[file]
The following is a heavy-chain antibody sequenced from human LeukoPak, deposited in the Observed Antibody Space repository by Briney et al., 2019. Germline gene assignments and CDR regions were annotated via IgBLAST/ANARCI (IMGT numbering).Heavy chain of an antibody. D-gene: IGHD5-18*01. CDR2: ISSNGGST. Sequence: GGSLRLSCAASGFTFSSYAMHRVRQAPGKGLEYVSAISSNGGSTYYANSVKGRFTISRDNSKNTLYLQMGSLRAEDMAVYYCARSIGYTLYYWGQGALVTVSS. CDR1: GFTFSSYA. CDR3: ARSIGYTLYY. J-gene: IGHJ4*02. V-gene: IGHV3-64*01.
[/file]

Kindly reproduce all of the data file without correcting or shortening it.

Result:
The following is a heavy-chain antibody sequenced from human LeukoPak, deposited in the Observed Antibody Space repository by Briney et al., 2019. Germline gene assignments and CDR regions were annotated via IgBLAST/ANARCI (IMGT numbering).Heavy chain of an antibody. D-gene: IGHD5-18*01. CDR2: ISSNGGST. Sequence: GGSLRLSCAASGFTFSSYAMHRVRQAPGKGLEYVSAISSNGGSTYYANSVKGRFTISRDNSKNTLYLQMGSLRAEDMAVYYCARSIGYTLYYWGQGALVTVSS. CDR1: GFTFSSYA. CDR3: ARSIGYTLYY. J-gene: IGHJ4*02. V-gene: IGHV3-64*01.